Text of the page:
Here I am at Stirling University, ironically in some of the ugliest buildings in one of the most scenic locations in Britain. The campus is built on the side of a loch, with rabbits and ducks and the obligatory golf course (this is Scotland, after all). With the Wallace Tower rising out of the distant, soft Scottish mist, velvet green hills and Airthrey Castle smack next door, I'm grateful I've opted for Stirling over Reading, Manchester, and even Bath.
This week, I'm one of 200 A102 Open University students, studying mid- Victorian Britain for the arts foundation course. We are joined on campus by the equivalent number of technology students, kitted out with anoraks to test water and look at rocks. I'm out to discover whether rumours of students indulging in illicit late-night activities at OU summer schools are really true. I'm studying the plight of the Victorian "fallen woman", so naturally want to compare and contrast the 19th century with the Nineties.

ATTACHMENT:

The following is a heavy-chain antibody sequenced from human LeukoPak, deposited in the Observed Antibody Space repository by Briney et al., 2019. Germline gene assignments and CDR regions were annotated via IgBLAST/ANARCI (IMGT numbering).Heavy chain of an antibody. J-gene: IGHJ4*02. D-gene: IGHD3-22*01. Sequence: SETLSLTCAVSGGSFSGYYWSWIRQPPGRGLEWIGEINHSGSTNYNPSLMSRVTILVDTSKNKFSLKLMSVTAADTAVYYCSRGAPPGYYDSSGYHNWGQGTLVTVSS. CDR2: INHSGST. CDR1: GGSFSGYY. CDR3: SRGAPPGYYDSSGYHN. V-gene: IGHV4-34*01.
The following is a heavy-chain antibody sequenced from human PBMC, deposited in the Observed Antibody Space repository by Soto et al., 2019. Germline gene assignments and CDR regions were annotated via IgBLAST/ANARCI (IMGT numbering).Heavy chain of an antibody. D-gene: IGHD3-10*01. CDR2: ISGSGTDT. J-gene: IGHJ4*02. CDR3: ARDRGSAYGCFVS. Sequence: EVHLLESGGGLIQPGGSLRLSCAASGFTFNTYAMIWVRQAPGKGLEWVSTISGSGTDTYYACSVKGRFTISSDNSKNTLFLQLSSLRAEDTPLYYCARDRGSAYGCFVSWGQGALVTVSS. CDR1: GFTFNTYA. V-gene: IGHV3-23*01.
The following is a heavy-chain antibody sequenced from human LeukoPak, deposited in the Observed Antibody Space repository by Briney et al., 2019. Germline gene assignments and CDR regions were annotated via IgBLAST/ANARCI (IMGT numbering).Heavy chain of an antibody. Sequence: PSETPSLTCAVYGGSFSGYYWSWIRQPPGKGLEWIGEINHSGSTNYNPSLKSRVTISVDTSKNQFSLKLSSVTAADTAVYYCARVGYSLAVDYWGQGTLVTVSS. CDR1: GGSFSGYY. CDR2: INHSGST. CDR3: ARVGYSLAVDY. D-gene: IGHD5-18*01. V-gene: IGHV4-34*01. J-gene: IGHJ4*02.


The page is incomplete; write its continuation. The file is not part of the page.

Art history lecturer Penny Muter makes the analysis of art utterly compelling, which takes some talent if you have ever examined Pre-Raphaelite paintings. She inspires me to take the organised trip to Glasgow's Kelvingrove Gallery to look at more paintings. Judi Leighton revises the music section, where luckily I'm teamed up with Kay, who got 100 per cent on her music essay. Flamboyant Professor Marwick, in clashing Seventies garb and fuelled by red wine and ego, is already an A102 hero, as he presents the OU history TV programmes. By the end of the week, we are analysing quite complex primary texts. Philosopher Bernard Waites exposes how little the average group of students today knows about religion, and Bob Sexton tells us probably all we need to know about writing essays: "Tell them what you're going to tell them, tell them, and tell them you've told them." Life is not all tutorials and evening lectures, however. I have a go at Scottish dancing for a mere 50 pence. I'm terrible, of course, but it doesn't really matter. I seem to miss several of the "formal" events (trivia quiz and Seventies disco), as I spend most of my time just talking to people over the odd drink. As OU study is essentially a solitary pursuit, it is a good idea to chat with fellow students. …